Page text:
There are several reasons for using target costing approach over other approaches described above in recognition of various characteristic such as costs and markets for the product. The market determines the price of the product based on the demand and supply laws, and any corporation that ignores this costing technique do so to its own peril. Moreover, target costing is often used by managers in setting up cross-functional product development teams, which include engineers and cost accountants. This leads to good communication on how to develop the pricing process. This means that the anticipated market price is taken as products target costing hence the company must consider this approach. The greatest advantage over all other approaches is that the cost is determined before the product is produced. Moreover, the pricing decision is essential because the most proactive approach to cost management breaks down barriers between departments, fosters partnership among the suppliers, and, lastly, reduces the time of delivering the product to the market. It also has a drawback such as lowering the quality of products. Lastly, its implementation requires a lot of willingness to cooperate in the production process.

Implication of Cost Allocation and Pricing Decisions for Firm's Profitability

As competition for the market share in the industry increases, and supply of products exceeds demand, market forces have been found to influence prices of the products significantly. In order to achieve a sufficient margin of costs over prices, companies must select relative costs to market prices in order to help their products penetrate the market. In making daily pricing decisions the success of the company depends on how well the management understands the meaning of cost allocation and pricing tools. Prices should always exceed the cost incurred in the production process and managers should charge reasonable prices that allow to maximize the profit, while at the same time creating competition and market for the product. Avoiding allocation of death spiral in products and services will ultimately render the product uncompetitive and unprofitable. Thus the best choice is to consider the opportunity costs, sunk costs, and lastly joint cost.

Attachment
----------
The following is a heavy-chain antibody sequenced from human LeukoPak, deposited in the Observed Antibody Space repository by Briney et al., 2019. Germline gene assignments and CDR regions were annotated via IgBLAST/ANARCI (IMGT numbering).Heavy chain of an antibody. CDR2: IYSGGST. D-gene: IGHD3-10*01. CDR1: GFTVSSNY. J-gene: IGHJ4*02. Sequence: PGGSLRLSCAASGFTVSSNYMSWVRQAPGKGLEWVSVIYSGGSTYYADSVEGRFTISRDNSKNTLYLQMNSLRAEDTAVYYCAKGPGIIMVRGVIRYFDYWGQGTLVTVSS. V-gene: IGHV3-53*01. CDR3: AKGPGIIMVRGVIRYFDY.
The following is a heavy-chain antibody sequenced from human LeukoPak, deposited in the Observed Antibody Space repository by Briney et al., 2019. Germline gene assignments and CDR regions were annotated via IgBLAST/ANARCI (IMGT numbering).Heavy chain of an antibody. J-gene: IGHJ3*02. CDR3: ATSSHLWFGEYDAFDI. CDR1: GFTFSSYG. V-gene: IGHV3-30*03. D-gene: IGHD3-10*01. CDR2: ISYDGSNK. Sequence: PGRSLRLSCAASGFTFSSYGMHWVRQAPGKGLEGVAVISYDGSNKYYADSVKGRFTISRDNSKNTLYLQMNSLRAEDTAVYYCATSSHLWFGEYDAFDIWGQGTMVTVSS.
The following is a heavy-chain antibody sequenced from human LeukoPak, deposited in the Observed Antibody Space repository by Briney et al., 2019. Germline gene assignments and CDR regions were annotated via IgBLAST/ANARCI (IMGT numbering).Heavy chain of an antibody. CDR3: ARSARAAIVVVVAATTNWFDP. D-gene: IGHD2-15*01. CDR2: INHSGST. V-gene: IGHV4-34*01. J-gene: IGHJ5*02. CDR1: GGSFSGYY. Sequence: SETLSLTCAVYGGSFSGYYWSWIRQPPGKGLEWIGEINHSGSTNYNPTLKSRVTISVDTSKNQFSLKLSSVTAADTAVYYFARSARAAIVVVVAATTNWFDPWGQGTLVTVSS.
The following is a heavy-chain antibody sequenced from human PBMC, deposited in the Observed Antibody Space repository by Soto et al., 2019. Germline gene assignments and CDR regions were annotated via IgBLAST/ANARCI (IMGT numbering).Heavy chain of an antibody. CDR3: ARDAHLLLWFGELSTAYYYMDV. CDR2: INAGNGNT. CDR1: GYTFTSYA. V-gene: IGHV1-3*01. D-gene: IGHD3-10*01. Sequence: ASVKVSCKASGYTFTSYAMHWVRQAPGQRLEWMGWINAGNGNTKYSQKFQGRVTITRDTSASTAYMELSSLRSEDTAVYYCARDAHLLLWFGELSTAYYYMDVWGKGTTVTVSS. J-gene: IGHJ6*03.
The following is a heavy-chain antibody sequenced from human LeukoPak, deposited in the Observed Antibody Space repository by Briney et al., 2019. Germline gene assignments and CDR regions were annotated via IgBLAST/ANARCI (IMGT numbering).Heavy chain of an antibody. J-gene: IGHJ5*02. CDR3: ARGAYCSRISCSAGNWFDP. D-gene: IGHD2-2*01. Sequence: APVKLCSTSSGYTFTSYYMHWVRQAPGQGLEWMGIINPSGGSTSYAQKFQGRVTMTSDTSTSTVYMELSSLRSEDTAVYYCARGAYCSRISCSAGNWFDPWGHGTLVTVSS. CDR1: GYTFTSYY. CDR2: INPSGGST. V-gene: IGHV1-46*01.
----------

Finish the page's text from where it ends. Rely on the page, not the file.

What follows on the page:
Conclusion

It is essential that corporations fully understand cost allocation techniques before adopting any pricing decision approach. Managers must always put into consideration opportunity costs, which refer to all sacrificed costs of an alternative product to that already produced. These ensure that company chooses the most profitable alternative in the production sector. Secondly, sunk costs are also vital being past costs associated with the product. Moreover, the company should understand joint costs of products produced together in order to avoid losses. All these costs must be carefully allocated based on pricing approaches such as target costing, cost plus pricing technique, and activity based costing approach. According to Jiambalvo (2009), companies excelling in pricing decisions manage to ensure that competition against their products in market is curtailed.

Moreover, it has been commonly assumed that the opportunity cost of company’s product should be equal to the allocated cost. As opposed to other costs, the opportunity cost is not actually incurred. It rather shows the cost that could have been incurred if the resources were employed in the production process of another product. However, it is very difficult to actually estimate the cost due to the heavy fluctuations of price and cost, which leave managers with only one option of setting bottom line of the product's cost.